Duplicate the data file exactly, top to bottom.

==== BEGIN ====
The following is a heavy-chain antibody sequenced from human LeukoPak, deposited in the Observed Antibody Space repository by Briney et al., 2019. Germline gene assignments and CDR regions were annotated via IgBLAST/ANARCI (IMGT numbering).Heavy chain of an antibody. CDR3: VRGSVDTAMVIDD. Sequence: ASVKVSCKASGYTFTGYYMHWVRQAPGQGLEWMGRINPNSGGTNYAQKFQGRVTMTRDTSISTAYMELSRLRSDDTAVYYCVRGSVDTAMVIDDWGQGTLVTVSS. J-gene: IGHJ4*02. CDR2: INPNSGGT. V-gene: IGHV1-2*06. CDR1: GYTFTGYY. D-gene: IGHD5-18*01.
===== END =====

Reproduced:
The following is a heavy-chain antibody sequenced from human LeukoPak, deposited in the Observed Antibody Space repository by Briney et al., 2019. Germline gene assignments and CDR regions were annotated via IgBLAST/ANARCI (IMGT numbering).Heavy chain of an antibody. CDR3: VRGSVDTAMVIDD. Sequence: ASVKVSCKASGYTFTGYYMHWVRQAPGQGLEWMGRINPNSGGTNYAQKFQGRVTMTRDTSISTAYMELSRLRSDDTAVYYCVRGSVDTAMVIDDWGQGTLVTVSS. J-gene: IGHJ4*02. CDR2: INPNSGGT. V-gene: IGHV1-2*06. CDR1: GYTFTGYY. D-gene: IGHD5-18*01.